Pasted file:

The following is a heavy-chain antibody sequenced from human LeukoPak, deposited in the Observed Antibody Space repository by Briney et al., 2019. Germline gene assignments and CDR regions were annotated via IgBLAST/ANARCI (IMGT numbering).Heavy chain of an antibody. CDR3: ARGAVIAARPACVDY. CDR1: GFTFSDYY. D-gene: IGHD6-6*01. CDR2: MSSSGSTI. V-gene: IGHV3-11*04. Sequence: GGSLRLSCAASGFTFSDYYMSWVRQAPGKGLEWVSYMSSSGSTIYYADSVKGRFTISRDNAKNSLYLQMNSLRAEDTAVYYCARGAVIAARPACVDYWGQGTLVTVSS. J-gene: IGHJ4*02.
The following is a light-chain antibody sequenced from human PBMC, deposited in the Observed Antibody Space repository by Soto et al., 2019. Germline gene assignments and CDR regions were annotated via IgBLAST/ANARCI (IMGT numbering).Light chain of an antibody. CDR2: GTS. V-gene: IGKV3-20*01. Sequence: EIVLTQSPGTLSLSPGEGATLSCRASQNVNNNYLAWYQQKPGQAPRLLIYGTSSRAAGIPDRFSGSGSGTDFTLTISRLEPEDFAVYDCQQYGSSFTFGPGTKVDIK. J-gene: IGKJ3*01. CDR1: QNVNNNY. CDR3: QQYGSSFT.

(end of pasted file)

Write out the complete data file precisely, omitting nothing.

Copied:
The following is a heavy-chain antibody sequenced from human LeukoPak, deposited in the Observed Antibody Space repository by Briney et al., 2019. Germline gene assignments and CDR regions were annotated via IgBLAST/ANARCI (IMGT numbering).Heavy chain of an antibody. CDR3: ARGAVIAARPACVDY. CDR1: GFTFSDYY. D-gene: IGHD6-6*01. CDR2: MSSSGSTI. V-gene: IGHV3-11*04. Sequence: GGSLRLSCAASGFTFSDYYMSWVRQAPGKGLEWVSYMSSSGSTIYYADSVKGRFTISRDNAKNSLYLQMNSLRAEDTAVYYCARGAVIAARPACVDYWGQGTLVTVSS. J-gene: IGHJ4*02.
The following is a light-chain antibody sequenced from human PBMC, deposited in the Observed Antibody Space repository by Soto et al., 2019. Germline gene assignments and CDR regions were annotated via IgBLAST/ANARCI (IMGT numbering).Light chain of an antibody. CDR2: GTS. V-gene: IGKV3-20*01. Sequence: EIVLTQSPGTLSLSPGEGATLSCRASQNVNNNYLAWYQQKPGQAPRLLIYGTSSRAAGIPDRFSGSGSGTDFTLTISRLEPEDFAVYDCQQYGSSFTFGPGTKVDIK. J-gene: IGKJ3*01. CDR1: QNVNNNY. CDR3: QQYGSSFT.